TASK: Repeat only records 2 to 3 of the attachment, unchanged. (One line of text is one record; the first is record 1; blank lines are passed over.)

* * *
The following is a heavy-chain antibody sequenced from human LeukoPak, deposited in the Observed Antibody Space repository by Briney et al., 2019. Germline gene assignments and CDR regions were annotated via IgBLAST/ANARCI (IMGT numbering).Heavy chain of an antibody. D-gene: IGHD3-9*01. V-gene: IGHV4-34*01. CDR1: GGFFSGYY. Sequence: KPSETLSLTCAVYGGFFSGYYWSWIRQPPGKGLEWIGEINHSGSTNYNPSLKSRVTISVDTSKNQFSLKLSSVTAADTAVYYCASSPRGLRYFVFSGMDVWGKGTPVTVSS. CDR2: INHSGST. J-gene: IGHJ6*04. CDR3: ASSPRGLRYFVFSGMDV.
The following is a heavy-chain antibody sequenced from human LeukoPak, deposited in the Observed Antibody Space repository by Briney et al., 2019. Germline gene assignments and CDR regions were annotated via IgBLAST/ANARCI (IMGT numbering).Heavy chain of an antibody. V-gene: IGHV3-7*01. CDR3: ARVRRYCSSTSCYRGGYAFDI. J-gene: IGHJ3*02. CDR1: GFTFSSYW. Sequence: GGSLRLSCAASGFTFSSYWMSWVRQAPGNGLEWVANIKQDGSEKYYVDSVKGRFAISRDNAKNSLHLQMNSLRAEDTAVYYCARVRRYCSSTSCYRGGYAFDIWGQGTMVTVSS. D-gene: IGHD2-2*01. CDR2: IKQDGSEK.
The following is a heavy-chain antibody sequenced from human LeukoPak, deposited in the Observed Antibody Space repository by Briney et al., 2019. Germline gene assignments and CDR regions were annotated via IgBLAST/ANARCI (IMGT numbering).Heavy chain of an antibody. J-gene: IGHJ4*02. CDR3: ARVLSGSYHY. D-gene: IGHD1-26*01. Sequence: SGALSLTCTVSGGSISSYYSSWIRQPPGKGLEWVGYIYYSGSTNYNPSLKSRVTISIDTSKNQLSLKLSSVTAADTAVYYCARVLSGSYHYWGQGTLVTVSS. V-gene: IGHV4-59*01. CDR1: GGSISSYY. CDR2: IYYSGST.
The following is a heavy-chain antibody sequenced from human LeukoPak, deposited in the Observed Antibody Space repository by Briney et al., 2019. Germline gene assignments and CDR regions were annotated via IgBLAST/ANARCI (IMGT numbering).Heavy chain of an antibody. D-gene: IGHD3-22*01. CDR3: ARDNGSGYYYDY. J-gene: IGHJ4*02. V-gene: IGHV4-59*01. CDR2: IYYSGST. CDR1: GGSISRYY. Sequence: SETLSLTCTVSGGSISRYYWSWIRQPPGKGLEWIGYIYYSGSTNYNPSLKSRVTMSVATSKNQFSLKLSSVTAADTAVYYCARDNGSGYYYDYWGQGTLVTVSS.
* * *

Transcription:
The following is a heavy-chain antibody sequenced from human LeukoPak, deposited in the Observed Antibody Space repository by Briney et al., 2019. Germline gene assignments and CDR regions were annotated via IgBLAST/ANARCI (IMGT numbering).Heavy chain of an antibody. V-gene: IGHV3-7*01. CDR3: ARVRRYCSSTSCYRGGYAFDI. J-gene: IGHJ3*02. CDR1: GFTFSSYW. Sequence: GGSLRLSCAASGFTFSSYWMSWVRQAPGNGLEWVANIKQDGSEKYYVDSVKGRFAISRDNAKNSLHLQMNSLRAEDTAVYYCARVRRYCSSTSCYRGGYAFDIWGQGTMVTVSS. D-gene: IGHD2-2*01. CDR2: IKQDGSEK.
The following is a heavy-chain antibody sequenced from human LeukoPak, deposited in the Observed Antibody Space repository by Briney et al., 2019. Germline gene assignments and CDR regions were annotated via IgBLAST/ANARCI (IMGT numbering).Heavy chain of an antibody. J-gene: IGHJ4*02. CDR3: ARVLSGSYHY. D-gene: IGHD1-26*01. Sequence: SGALSLTCTVSGGSISSYYSSWIRQPPGKGLEWVGYIYYSGSTNYNPSLKSRVTISIDTSKNQLSLKLSSVTAADTAVYYCARVLSGSYHYWGQGTLVTVSS. V-gene: IGHV4-59*01. CDR1: GGSISSYY. CDR2: IYYSGST.